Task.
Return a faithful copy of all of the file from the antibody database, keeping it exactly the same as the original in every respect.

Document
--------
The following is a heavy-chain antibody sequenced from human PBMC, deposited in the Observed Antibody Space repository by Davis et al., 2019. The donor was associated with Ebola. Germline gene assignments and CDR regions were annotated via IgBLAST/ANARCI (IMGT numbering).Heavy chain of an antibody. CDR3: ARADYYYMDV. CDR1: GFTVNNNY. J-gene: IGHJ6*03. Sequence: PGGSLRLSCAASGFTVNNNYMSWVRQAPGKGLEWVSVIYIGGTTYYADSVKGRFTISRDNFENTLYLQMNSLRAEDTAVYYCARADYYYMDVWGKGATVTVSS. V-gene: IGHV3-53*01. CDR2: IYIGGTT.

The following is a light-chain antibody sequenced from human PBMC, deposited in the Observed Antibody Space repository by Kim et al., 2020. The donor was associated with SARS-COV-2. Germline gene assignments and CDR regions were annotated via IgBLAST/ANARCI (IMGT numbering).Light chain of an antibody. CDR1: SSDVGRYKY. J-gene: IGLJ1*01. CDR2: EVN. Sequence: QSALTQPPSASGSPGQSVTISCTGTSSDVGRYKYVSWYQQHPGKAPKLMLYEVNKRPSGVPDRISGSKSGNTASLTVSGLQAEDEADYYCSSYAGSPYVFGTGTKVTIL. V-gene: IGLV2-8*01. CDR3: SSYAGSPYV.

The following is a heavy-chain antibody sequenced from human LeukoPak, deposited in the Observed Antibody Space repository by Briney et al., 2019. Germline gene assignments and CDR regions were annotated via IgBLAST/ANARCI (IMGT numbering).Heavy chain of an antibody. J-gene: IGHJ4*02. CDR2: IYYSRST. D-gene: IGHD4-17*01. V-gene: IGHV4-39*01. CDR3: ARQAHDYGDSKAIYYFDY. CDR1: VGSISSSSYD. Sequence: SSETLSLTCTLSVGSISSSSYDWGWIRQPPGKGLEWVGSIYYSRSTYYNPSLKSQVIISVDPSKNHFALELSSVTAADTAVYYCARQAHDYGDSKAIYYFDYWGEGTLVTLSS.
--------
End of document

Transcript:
The following is a heavy-chain antibody sequenced from human PBMC, deposited in the Observed Antibody Space repository by Davis et al., 2019. The donor was associated with Ebola. Germline gene assignments and CDR regions were annotated via IgBLAST/ANARCI (IMGT numbering).Heavy chain of an antibody. CDR3: ARADYYYMDV. CDR1: GFTVNNNY. J-gene: IGHJ6*03. Sequence: PGGSLRLSCAASGFTVNNNYMSWVRQAPGKGLEWVSVIYIGGTTYYADSVKGRFTISRDNFENTLYLQMNSLRAEDTAVYYCARADYYYMDVWGKGATVTVSS. V-gene: IGHV3-53*01. CDR2: IYIGGTT.

The following is a light-chain antibody sequenced from human PBMC, deposited in the Observed Antibody Space repository by Kim et al., 2020. The donor was associated with SARS-COV-2. Germline gene assignments and CDR regions were annotated via IgBLAST/ANARCI (IMGT numbering).Light chain of an antibody. CDR1: SSDVGRYKY. J-gene: IGLJ1*01. CDR2: EVN. Sequence: QSALTQPPSASGSPGQSVTISCTGTSSDVGRYKYVSWYQQHPGKAPKLMLYEVNKRPSGVPDRISGSKSGNTASLTVSGLQAEDEADYYCSSYAGSPYVFGTGTKVTIL. V-gene: IGLV2-8*01. CDR3: SSYAGSPYV.

The following is a heavy-chain antibody sequenced from human LeukoPak, deposited in the Observed Antibody Space repository by Briney et al., 2019. Germline gene assignments and CDR regions were annotated via IgBLAST/ANARCI (IMGT numbering).Heavy chain of an antibody. J-gene: IGHJ4*02. CDR2: IYYSRST. D-gene: IGHD4-17*01. V-gene: IGHV4-39*01. CDR3: ARQAHDYGDSKAIYYFDY. CDR1: VGSISSSSYD. Sequence: SSETLSLTCTLSVGSISSSSYDWGWIRQPPGKGLEWVGSIYYSRSTYYNPSLKSQVIISVDPSKNHFALELSSVTAADTAVYYCARQAHDYGDSKAIYYFDYWGEGTLVTLSS.